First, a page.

“Nicola need have no fear of this mob. (Strange how everyone calls Nicola by her first name and no one knows who Mr Gray is.) In equiperating knife crime with fraud Mr Gray showed a lamentable lack of common sense. There is a world of difference between them. Crimes against the person with a deadly weapon require a prison sentence. Crimes of dishonesty are in a different category. If there is a breach of trust, if the sum is large, if the crime has been previously committed are relevant matters as is the length of time over which the crime took place. In these circumstances (and I am not discussing this case which is still sub judice) the sheriff needs all the help he can get. In asking for a non custodial sentence an MSP is pursuing government policy. Keep prison for serious crimes against the person. It costs £50,000 a year to keep someone in prison. Every penny is needed for two aircraft carriers and the son of Trident. Mr Gray should know these are Unionist priorities. If he doesn’t our sheriffs do.

I was once a sheriff and a weary job it is. I read many letters put up to me. They helped focus my mind. A sheriff is there to stand between justice and the screaming mob we saw in Holyrood, bent only on punishment. Punishment? Would that a sheriff’s job were so easy! There are so many other things to be taken into account. There are the side effects. Are there children to be considered? Will the accused lose his job? Will dependents become a burden on the State. Has there been a previous offence? Has restitution been made? What are the chances of reoffending? Will there be room in prison? The public perception of the crime comes at the very end of all these. No sheriff is there to please the public.”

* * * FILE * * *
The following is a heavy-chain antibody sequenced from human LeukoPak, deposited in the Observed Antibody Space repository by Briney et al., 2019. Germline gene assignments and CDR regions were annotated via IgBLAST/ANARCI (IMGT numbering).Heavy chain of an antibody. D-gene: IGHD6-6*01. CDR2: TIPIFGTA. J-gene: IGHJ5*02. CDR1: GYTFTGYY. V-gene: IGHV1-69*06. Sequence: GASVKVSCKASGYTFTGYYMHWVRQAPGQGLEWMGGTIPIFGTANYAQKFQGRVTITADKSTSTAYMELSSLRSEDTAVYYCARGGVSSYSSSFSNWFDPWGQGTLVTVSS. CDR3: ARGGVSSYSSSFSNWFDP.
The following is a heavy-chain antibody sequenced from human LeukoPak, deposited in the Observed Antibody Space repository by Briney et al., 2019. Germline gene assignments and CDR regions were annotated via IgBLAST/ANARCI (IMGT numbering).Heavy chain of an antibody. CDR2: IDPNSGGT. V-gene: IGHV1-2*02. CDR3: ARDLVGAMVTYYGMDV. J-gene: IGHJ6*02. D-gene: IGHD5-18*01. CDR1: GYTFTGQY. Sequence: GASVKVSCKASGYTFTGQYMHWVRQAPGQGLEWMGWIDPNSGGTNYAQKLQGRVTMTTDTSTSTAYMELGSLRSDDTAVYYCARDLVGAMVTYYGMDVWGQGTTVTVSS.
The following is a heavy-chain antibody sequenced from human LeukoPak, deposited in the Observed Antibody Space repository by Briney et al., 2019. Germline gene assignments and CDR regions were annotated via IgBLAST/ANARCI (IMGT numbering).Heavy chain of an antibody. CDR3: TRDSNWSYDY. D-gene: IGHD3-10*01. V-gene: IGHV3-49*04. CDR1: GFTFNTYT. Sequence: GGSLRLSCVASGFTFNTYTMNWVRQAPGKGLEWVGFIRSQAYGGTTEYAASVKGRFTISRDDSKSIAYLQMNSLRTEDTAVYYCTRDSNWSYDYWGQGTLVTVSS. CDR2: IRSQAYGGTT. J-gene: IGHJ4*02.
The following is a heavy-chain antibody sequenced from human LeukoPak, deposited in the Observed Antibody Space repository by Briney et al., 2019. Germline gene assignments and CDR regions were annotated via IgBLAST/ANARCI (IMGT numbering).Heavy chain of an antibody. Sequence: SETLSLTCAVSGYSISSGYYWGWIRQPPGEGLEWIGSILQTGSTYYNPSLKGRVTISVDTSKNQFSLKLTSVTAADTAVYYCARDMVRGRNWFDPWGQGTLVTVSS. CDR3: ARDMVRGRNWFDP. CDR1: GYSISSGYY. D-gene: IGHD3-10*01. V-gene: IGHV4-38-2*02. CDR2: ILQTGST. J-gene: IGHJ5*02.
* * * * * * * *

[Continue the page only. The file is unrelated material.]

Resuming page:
Political revenge-fantasies aren’t costless. Despite John Muir’s statements (however understandable they are in his circumstance), we come to be stained in blood in ways that do not come with the direct pointedness of a knife – and its easy, fatal causality. The black pathos of rampant incarceration invades the airy irresponsibility affected by these comedians of innocence, these Tory and Labour politicians whose idea of penality is a vaulted pit, with no bottom, no costs and no consequences.